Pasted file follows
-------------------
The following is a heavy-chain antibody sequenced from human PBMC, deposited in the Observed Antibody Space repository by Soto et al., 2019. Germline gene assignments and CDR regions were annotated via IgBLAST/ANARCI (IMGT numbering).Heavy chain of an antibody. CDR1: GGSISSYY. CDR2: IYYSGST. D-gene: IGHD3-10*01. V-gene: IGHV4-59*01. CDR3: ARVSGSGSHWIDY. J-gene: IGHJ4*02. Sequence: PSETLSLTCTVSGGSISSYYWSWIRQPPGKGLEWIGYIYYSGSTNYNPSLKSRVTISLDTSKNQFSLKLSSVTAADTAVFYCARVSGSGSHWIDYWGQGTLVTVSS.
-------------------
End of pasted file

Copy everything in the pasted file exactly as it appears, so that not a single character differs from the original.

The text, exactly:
The following is a heavy-chain antibody sequenced from human PBMC, deposited in the Observed Antibody Space repository by Soto et al., 2019. Germline gene assignments and CDR regions were annotated via IgBLAST/ANARCI (IMGT numbering).Heavy chain of an antibody. CDR1: GGSISSYY. CDR2: IYYSGST. D-gene: IGHD3-10*01. V-gene: IGHV4-59*01. CDR3: ARVSGSGSHWIDY. J-gene: IGHJ4*02. Sequence: PSETLSLTCTVSGGSISSYYWSWIRQPPGKGLEWIGYIYYSGSTNYNPSLKSRVTISLDTSKNQFSLKLSSVTAADTAVFYCARVSGSGSHWIDYWGQGTLVTVSS.